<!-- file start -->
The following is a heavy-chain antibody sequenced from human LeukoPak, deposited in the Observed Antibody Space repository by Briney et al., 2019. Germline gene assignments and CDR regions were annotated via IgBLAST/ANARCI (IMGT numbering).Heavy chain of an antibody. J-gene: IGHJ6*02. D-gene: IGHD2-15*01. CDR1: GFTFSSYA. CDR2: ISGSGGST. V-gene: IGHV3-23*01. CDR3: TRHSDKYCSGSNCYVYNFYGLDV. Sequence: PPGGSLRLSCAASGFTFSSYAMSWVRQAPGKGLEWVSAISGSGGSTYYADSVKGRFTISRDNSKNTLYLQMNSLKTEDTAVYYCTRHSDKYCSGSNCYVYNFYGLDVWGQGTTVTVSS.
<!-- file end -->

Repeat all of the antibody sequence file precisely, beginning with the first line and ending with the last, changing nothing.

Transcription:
The following is a heavy-chain antibody sequenced from human LeukoPak, deposited in the Observed Antibody Space repository by Briney et al., 2019. Germline gene assignments and CDR regions were annotated via IgBLAST/ANARCI (IMGT numbering).Heavy chain of an antibody. J-gene: IGHJ6*02. D-gene: IGHD2-15*01. CDR1: GFTFSSYA. CDR2: ISGSGGST. V-gene: IGHV3-23*01. CDR3: TRHSDKYCSGSNCYVYNFYGLDV. Sequence: PPGGSLRLSCAASGFTFSSYAMSWVRQAPGKGLEWVSAISGSGGSTYYADSVKGRFTISRDNSKNTLYLQMNSLKTEDTAVYYCTRHSDKYCSGSNCYVYNFYGLDVWGQGTTVTVSS.